Insulation Facilities (Energy Engineering)

Insulation Facilities (Energy Engineering)

Insulation: Facilities (Energy Engineering)

Abstract

In this entry, insulation materials and techniques are described in detail. The advantages and disadvantages of the most popular materials and their manufacturing processes are discussed. Information concerning new and emerging techniques and materials is also included. The concept of a building envelope is explained and descriptions of each major building component, such as floors, ceilings and walls, are illustrated in detail.

The proper installation methods for each major type of insulation are explained in both the text and in illustrations. These methods are repeated for the different types of wall construction, frame, masonry, and insulated concrete. The concept of a radiant barrier is also explained, along with related installation instructions.

INTRODUCTION

Insulation is rated in terms of thermal resistance, called R-value, which indicates the resistance to heat flow. Although insulation can slow all types of heat flow—conduction, convection, and radiation—its greatest impact is on conduction.

The higher the R-value is, the greater the insulation effectiveness is.[1,2] The /lvalue of thermal insulation depends on the type of material, the thickness, and the density. When calculating the R-value of a multilayered installation, the /^-values of the individual layers are added.

The effectiveness of an insulated wall or ceiling also depends on how and where the insulation is installed. For example, compressed insulation will not give its full rated R-value. The overall R-value of a wall or ceiling will also be somewhat different from the R-value of the insulation itself because some heat flows around the insulation through the studs and joists thermal bridging. With careful design, this short-circuiting can be reduced.

The key to an effective insulation system is proper installation of quality insulation products. A building should have a continuous layer of insulation around the entire building envelope (Fig. 1). Studies show that improper installation can cut performance by 30% or more.

INSULATION MATERIALS

The wide variety of insulation materials makes it difficult to determine which products and techniques are the most cost effective (Table 1). Whatever product is chosen, install it per the manufacturers specifications.

Here are short descriptions of a few of the insulation products available today:

• Fiberglass insulation products come in batt. roll, and loose-fill form, as well as a semirigid board material. Many manufacturers use recycled glass in the production process of fiberglass building insulation, with most using between 20 and 30% recycled glass in their product. Fiberglass is used for insulating virtually every building component—from walls to attics to ductwork.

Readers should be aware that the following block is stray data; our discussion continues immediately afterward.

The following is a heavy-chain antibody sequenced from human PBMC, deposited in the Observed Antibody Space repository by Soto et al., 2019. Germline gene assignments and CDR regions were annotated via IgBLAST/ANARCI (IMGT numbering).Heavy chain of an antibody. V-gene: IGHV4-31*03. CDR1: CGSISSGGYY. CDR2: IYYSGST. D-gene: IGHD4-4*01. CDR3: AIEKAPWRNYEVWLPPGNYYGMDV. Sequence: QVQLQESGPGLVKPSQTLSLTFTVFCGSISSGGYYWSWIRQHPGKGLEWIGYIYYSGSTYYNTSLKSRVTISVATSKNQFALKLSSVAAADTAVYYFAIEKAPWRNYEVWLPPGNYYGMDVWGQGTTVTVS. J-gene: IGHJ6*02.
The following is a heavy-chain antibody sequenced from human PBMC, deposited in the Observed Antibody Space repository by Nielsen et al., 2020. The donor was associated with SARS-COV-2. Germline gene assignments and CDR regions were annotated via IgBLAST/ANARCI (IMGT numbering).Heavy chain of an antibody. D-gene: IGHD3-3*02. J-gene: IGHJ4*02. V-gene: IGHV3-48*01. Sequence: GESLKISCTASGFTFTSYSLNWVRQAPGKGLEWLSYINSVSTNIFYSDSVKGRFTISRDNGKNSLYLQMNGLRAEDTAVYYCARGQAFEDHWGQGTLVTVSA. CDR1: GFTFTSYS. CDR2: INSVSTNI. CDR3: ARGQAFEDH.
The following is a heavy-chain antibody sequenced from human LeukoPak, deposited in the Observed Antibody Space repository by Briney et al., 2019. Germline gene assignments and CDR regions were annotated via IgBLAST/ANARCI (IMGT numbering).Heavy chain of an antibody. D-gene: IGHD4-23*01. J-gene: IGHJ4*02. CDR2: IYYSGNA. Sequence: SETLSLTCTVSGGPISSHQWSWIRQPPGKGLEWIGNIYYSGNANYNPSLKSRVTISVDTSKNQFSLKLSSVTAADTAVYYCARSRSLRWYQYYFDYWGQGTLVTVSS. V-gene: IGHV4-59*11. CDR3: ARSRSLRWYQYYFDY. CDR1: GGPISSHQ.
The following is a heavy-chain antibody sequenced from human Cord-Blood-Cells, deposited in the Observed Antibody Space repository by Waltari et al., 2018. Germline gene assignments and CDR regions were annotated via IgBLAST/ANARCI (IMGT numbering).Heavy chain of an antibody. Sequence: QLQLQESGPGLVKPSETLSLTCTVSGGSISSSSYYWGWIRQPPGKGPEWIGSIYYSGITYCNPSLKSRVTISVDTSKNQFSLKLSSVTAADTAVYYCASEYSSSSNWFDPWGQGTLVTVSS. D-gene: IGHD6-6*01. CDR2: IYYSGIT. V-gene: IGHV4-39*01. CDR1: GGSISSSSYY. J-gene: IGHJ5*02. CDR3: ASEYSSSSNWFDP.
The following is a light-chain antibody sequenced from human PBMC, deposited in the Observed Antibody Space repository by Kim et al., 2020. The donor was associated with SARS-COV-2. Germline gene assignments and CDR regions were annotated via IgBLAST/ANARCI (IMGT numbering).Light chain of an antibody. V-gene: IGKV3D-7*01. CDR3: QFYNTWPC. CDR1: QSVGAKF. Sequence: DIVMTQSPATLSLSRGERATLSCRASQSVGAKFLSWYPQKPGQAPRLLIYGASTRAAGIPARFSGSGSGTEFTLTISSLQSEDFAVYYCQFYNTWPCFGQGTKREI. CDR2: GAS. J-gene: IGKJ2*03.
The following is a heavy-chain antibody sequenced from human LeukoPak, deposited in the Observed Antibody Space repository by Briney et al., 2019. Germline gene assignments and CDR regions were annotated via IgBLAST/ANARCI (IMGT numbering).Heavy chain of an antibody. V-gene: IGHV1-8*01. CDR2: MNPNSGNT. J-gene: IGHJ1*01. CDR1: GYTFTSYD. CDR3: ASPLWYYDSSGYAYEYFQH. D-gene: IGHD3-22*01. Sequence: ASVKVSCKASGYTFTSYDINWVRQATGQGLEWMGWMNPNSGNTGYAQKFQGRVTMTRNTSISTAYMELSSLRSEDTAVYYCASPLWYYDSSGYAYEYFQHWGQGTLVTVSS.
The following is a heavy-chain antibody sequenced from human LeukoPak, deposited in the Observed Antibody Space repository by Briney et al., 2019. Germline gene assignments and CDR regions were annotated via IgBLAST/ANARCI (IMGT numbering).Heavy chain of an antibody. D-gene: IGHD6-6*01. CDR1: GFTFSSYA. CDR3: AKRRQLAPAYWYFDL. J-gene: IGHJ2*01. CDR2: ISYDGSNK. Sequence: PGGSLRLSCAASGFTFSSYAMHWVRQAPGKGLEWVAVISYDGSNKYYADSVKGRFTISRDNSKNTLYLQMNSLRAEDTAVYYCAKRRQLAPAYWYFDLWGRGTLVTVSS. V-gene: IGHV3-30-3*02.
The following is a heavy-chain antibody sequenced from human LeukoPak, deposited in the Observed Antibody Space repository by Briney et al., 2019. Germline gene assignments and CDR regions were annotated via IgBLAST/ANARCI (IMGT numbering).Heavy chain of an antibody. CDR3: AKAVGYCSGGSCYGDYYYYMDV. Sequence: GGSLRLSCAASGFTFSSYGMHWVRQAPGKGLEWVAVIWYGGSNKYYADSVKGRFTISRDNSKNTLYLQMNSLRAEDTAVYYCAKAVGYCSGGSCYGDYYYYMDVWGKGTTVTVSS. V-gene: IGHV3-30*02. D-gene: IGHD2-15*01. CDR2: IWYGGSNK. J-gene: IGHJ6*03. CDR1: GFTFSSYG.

• The term mineral wool refers to both slag wool and rock wool. Slag wool is manufactured from industrial waste product. It is primarily (

75%) produced from iron ore blast furnace slag, a by-product of smelting. Rock wool is fireproof and produced from natural rocks—basalt primarily—under high heat. Mineral wool insulation is available as a loose-fill product, batts, semirigid, or rigid board. Usage of this product has decreased as more and more building codes require active sprinklering of buildings.

Insulation Facilities (Energy Engineering)

• Cellulose insulation, primarily made from post-consumer recycled newsprint with up to 20% ammonium sulfate and/or borate flame retardants, is installed in loose-fill, wall-spray (damp), dense-pack, and stabilized forms. Because of its high density, cellulose can help reduce air leaks in wall cavities, but air sealing other areas of air infiltration, such as under wall plates and band joists, must be performed to obtain an effective air barrier. However, given certain conditions and applications, cellulose may hold moisture.

• Molded expanded polystyrene (MEPS), often known as beadboard, is a foam product made from molded beads of plastic. MEPS is used in several alternative building products discussed in this chapter, including insulated concrete forms and structural insulated panels (SIPs).

Fig. 1 Building envelope insulation.

• Extruded polystyrene (XPS), also a foam product in rigid board form, is a homogenous polystyrene produced primarily by three manufacturers with characteristic colors of blue, pink, and green.

• Polyisocyanurate, foil-faced rigid board, is insulating foam with one of the highest available R-values per inch.

• Closed-cell, high-density spray polyurethane is used both for cavity insulation and as insulating roofing materials [often referred to as spray polyurethane foam (SPF)]. It has structural properties, good adhesive properties, and good compressive strength.

Table 1 Comparison of insulating materials


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